Spring road trip prompts rediscovery and inspiration
Time seems so endless yet passes so quickly. Like the poet Ovid wrote, "Tempis Fugit" - time flies.
Before college, time didn't seem to matter as much. It wasn't my concern; all I had to do was fill in the hours that weren't predetermined, fleetingly wasting them away with topical analgesics for my mind. My only exposure to Ovid's poignant commentary was on walks with Cuba, a friend's rambunctious golden retriever, who was trained, when prompted with the ubiquitous Latin phrase, to take care of business with urgency and resolution that would impress Caesar himself.
Recently, however, my perception of time, like the cosmos it shaped, has changed beyond recognition. No longer do I live in a soma-like state of bliss. Over half a decade of piddling around with no diploma to crookedly hang in my living room has made me cold and bitter to time's passing. Every incoming crop of diminutive freshmen adds another ring around my trunk, leaving this staunch environmentalist begging for deforestation and strip malls.
Fortunately, before the foreboding winter sky could swallow me up in a flurry of powder and self-pity, Spring Break arrived. For collegians disdainful of impeding professional lives and fully cemented adulthood, this is the ultimate expression of youth. Hastily packed cars and international bound planes suddenly jam-packed with contemptuous thrill-seekers disperse across the world like liberated research monkeys. They fill up cheap single-bed motel rooms, crash on floors, couches and beaches and disregard any and all responsibility in the hopes of finding an equally careless, temporary mate.
And for one last go round, I was determined to take part. I would shed meaningless encumbrances like scholastic obligations, internship searches and creative pursuits. I would attack the opportunity like I still brandished that fake New Jersey driver's license, the one with the faded hologram and peeling corners, the one that could elicit laughter from even the most hardhearted door jockey. I would simply let loose and have fun. Perhaps this might help me to stop living by the passing second hand of the clock, always moving in the same played-out direction, always pushing me uneasily forward.
The destination was familiar: Savannah, Ga. The normally quiet town comes alive every St. Patrick's Day, when it hosts the nation's second largest celebration of all things Irish. Hundreds of thousands of visitors descend upon the city, trying to enrich themselves with authentic Celtic traditions like drinking Irish car bombs, eating giant turkey legs and viewing fountains dyed green (throw in some Lucky Charms and its like you never left those rolling hills of Killarney).
Before we made it to the drunkenness and treacherous cobblestones of River Street, the water-hugging byway that serves as the epicenter for the celebration, my accomplices and I took a detour to the mountains of northwestern Georgia. Like true outdoor enthusiasts, we arrived late in the afternoon, filled ourselves endlessly with the best $5 all-you-can-eat pizza buffet in existence and stumbled up Blood Mountain at night.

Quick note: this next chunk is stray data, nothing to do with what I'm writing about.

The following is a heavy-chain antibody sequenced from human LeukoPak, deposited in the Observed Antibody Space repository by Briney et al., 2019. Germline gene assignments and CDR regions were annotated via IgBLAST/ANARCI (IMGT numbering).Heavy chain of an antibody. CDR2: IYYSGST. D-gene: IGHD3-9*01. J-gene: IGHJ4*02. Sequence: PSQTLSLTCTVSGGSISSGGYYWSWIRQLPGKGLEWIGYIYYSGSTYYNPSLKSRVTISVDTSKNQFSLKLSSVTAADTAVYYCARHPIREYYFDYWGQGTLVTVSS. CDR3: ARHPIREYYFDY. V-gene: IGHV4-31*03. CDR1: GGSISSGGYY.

After nearly three miles of self-doubt and steep climbing through the dense, dark forest, we emerged onto the bare rock outcroppings that crown the second highest peak in Georgia.
No longer was there complete darkness and frustration; now there was a brilliant moon glow that would have trumped even the brightest of artificial illumination and a chilly mountain wind that ushered in a sense of calm and contentment.
The rest of the trip went as any spring break romp might. There was drinking before noon (when waking up that early was an option), drunken bar-be-cues, drunken porch sitting, drunken dog walking (to appease our drunken host), drunken football and, of course, drunken hollering.
As someone who long forgot what it was like start the day off with a mildly refrigerated Coors Light, this frenzied (and pointless) alcohol consumption initially was a shock, but old habits die hard, and after a couple rounds I was back on the wagon, riding with the best the Betty Ford Clinic had to offer.
After three nights and two days of mind-numbing achievement, we reluctantly made our way back to D.C. and its accompanying normalcy. Despite fatigue and lactic acid overdose, I felt some sort of invigoration after the whole ordeal; though it wasn't from the incessantly waving float-mongers or marching bands, the cheap, shiny beads, or the immature girls that were all too eager to let vodka and cranberry ease away their inhibitions.
It was the view on Blood Mountain that did it. That's what made time stand still. Zooming up I-95 like starship troopers, past towed-up rusty Corvettes and Santee Furniture Worlds, I realized that for me, and for anyone with a creative spirit, the only way to not succumb to the perils of time is to engage on a never-ending quest for inspiration. Ignoring age and circumstance is not enough. It will always catch up to you. Though time frustrates all, finding inspiration to fuel your endeavors will keep anyone with a hunger to conquer space and time young at heart.